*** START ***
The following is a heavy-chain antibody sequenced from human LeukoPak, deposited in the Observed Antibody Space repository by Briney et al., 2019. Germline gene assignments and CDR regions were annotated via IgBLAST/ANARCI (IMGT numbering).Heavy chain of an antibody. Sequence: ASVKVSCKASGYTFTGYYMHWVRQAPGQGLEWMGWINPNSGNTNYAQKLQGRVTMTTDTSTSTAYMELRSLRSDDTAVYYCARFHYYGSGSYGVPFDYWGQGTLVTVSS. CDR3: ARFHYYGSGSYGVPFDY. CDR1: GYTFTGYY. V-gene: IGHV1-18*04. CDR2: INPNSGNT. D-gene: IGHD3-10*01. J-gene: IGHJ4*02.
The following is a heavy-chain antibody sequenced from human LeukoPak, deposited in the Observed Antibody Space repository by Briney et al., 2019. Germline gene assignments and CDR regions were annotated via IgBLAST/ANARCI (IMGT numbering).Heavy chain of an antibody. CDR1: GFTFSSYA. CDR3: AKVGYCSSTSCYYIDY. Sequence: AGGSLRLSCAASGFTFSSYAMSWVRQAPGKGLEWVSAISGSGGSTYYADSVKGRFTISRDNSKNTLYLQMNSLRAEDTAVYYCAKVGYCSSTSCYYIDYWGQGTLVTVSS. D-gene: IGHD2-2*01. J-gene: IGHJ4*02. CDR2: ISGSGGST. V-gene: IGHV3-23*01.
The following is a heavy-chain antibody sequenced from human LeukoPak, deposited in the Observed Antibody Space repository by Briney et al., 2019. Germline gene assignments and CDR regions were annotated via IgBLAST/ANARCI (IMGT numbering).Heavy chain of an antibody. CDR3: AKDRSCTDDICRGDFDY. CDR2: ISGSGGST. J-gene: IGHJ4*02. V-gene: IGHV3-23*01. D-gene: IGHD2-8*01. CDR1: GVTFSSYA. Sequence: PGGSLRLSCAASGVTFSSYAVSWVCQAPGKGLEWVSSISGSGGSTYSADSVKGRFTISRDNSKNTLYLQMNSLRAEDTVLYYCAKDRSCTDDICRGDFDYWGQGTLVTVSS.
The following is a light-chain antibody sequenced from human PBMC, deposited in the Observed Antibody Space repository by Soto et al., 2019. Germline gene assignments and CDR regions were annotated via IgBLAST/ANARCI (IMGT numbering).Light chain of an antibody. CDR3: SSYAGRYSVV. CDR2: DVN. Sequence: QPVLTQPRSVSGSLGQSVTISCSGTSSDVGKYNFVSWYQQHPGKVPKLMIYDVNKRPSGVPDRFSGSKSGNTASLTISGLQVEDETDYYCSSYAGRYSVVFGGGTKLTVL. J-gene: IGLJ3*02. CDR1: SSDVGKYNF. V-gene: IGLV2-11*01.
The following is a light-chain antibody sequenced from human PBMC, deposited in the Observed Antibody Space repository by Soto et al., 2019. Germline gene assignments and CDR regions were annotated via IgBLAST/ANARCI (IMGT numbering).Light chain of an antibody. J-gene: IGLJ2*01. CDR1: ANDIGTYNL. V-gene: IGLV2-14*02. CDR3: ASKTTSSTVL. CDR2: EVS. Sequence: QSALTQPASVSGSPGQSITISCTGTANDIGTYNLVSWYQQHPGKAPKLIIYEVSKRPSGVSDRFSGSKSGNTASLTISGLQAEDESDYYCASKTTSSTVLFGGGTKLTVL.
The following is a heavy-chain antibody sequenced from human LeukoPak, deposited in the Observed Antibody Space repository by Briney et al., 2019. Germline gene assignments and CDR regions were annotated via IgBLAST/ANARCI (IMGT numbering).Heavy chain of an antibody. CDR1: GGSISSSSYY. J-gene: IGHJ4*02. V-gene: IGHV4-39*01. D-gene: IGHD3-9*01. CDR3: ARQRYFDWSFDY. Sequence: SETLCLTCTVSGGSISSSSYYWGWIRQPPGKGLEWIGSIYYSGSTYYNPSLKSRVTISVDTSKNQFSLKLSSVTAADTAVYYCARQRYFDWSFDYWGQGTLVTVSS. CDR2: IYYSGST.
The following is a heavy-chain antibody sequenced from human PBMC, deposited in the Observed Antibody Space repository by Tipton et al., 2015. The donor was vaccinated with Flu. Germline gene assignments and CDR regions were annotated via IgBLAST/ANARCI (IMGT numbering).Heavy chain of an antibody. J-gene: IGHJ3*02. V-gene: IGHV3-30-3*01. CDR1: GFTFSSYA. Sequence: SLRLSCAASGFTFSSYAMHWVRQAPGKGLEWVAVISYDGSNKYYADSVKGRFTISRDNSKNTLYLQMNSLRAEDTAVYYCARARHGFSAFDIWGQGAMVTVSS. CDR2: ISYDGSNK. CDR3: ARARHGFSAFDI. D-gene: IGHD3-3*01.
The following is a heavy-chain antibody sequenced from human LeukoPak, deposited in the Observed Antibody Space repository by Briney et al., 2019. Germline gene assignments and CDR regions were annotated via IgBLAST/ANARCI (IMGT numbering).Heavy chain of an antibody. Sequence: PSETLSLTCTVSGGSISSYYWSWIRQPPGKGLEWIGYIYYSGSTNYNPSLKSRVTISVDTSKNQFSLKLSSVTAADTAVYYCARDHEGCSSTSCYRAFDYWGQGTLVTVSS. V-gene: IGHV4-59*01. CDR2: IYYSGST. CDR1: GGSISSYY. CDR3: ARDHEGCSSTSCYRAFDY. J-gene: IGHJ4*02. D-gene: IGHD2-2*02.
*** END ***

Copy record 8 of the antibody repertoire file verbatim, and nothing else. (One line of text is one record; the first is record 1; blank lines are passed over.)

The following is a heavy-chain antibody sequenced from human LeukoPak, deposited in the Observed Antibody Space repository by Briney et al., 2019. Germline gene assignments and CDR regions were annotated via IgBLAST/ANARCI (IMGT numbering).Heavy chain of an antibody. Sequence: PSETLSLTCTVSGGSISSYYWSWIRQPPGKGLEWIGYIYYSGSTNYNPSLKSRVTISVDTSKNQFSLKLSSVTAADTAVYYCARDHEGCSSTSCYRAFDYWGQGTLVTVSS. V-gene: IGHV4-59*01. CDR2: IYYSGST. CDR1: GGSISSYY. CDR3: ARDHEGCSSTSCYRAFDY. J-gene: IGHJ4*02. D-gene: IGHD2-2*02.